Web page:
For vast numbers of this region's inhabitants, today will not be just any day. There will be last-minute spring cleaning, called "shaking the house". There are flowers to be bought, signifying a fresh start, and new clothes for children, too. In some places, haggling for highly prized goldfish will reach a fever pitch. All the scurrying about is preparation for Nowruz, the first day of spring and the traditional start of the Persian New Year, which begins tomorrow night. An estimated 300 million people - mostly in Iran and Afghanistan, along with parts of Lebanon, Syria and Turkey - will mark the 13-day holiday. At heart, the 3,000-year-old celebration is about the family and a spirit that has endured through the most trying times.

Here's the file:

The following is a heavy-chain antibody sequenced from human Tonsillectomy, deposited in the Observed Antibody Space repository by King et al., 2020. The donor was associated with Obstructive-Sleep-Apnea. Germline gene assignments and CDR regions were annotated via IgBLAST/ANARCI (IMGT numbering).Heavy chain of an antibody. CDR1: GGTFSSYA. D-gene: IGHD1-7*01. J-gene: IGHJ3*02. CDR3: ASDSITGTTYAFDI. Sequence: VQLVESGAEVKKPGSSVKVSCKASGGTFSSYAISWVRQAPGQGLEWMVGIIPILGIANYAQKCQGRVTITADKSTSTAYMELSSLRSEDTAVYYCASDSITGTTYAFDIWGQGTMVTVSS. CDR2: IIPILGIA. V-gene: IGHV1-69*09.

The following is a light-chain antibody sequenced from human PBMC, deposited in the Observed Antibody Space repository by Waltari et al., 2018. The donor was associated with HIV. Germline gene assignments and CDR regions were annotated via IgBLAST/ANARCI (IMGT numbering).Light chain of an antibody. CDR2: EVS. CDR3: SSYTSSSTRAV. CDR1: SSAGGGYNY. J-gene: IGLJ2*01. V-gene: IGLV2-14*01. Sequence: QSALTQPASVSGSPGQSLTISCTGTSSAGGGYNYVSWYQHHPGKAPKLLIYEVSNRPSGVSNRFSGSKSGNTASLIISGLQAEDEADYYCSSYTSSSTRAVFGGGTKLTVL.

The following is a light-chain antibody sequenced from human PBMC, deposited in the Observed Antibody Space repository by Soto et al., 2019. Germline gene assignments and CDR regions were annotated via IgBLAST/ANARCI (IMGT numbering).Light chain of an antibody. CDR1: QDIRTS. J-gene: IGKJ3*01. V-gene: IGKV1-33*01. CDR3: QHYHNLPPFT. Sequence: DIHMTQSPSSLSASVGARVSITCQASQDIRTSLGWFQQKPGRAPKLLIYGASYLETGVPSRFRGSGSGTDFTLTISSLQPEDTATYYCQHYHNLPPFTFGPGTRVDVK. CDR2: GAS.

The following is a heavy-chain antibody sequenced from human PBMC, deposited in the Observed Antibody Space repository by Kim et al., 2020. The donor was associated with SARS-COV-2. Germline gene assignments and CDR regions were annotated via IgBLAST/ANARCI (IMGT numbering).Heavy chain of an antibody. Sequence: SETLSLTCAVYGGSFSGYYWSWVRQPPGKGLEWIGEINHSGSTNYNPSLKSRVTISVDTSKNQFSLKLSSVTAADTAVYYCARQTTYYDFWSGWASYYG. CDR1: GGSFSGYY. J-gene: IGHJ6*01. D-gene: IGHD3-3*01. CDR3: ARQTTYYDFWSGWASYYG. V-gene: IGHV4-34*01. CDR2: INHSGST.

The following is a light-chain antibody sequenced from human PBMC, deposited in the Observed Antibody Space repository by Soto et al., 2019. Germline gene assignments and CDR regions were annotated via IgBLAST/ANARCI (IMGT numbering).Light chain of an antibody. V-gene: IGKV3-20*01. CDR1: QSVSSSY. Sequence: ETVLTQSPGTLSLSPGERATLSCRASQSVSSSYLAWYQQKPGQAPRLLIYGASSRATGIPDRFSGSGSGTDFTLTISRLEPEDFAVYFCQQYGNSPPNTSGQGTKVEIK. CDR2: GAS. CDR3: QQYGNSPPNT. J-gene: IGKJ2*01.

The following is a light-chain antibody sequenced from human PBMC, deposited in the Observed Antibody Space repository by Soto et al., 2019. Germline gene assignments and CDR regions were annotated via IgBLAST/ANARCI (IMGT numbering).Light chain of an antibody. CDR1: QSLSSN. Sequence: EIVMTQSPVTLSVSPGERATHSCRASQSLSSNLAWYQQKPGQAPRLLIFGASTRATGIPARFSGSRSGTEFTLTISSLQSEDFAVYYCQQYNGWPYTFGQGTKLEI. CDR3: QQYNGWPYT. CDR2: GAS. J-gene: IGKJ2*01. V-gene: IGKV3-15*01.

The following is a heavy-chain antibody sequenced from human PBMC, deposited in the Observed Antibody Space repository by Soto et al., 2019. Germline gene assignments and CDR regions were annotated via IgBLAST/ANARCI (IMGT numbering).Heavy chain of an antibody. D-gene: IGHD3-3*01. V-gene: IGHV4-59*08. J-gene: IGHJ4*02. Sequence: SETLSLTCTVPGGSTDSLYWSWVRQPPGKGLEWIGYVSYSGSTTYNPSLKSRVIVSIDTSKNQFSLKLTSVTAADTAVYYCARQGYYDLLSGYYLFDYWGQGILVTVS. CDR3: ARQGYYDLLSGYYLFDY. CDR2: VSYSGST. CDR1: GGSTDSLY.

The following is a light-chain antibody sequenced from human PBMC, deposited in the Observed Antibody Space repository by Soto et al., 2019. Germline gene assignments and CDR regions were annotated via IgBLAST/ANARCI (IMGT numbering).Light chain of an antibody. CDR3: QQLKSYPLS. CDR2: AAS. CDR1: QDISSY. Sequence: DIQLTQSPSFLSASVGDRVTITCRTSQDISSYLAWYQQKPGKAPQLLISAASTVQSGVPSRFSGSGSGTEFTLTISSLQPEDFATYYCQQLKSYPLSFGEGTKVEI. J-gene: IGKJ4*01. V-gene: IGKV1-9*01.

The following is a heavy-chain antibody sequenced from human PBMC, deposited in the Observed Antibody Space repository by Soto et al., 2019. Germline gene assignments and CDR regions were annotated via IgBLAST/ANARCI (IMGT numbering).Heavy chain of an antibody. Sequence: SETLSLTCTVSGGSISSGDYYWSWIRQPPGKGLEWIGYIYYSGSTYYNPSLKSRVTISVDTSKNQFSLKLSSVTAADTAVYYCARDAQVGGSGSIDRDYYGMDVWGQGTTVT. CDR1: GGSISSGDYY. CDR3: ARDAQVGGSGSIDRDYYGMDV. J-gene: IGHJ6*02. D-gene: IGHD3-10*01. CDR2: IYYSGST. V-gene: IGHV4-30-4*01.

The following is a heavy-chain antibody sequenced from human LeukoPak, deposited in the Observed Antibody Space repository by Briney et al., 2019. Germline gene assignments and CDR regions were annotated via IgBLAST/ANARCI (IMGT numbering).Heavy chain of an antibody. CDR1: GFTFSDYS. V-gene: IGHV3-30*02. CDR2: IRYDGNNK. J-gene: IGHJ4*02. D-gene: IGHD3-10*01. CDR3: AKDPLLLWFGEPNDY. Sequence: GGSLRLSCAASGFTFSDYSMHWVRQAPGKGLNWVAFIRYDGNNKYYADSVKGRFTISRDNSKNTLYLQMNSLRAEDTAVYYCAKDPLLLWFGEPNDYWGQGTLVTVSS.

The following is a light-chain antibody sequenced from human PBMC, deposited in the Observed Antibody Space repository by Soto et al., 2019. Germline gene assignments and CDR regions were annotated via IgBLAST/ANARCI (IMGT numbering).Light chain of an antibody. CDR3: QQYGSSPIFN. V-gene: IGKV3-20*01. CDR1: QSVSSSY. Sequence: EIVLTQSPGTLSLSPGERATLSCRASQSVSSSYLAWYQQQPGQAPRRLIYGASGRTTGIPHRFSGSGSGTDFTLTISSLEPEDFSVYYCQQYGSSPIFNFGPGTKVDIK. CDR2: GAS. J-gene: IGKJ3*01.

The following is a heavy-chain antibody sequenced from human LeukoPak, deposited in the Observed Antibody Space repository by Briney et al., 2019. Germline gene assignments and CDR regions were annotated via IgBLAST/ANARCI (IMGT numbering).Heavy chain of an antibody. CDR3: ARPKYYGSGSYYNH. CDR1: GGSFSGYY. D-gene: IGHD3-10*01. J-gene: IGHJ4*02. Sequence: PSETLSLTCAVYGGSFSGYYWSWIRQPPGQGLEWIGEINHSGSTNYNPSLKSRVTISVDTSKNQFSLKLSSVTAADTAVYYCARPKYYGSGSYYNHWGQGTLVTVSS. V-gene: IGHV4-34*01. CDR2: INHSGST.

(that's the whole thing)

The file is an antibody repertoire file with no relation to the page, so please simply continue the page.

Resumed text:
During the New Year celebration after the Taliban's overthrow in 2001, a leaflet with the following lilting words circulated Kabul: "A thousand thanks that the spring has come and the fall is gone. As with the grace of a flower, may young and old prosper". Eid-e shoma mobarak.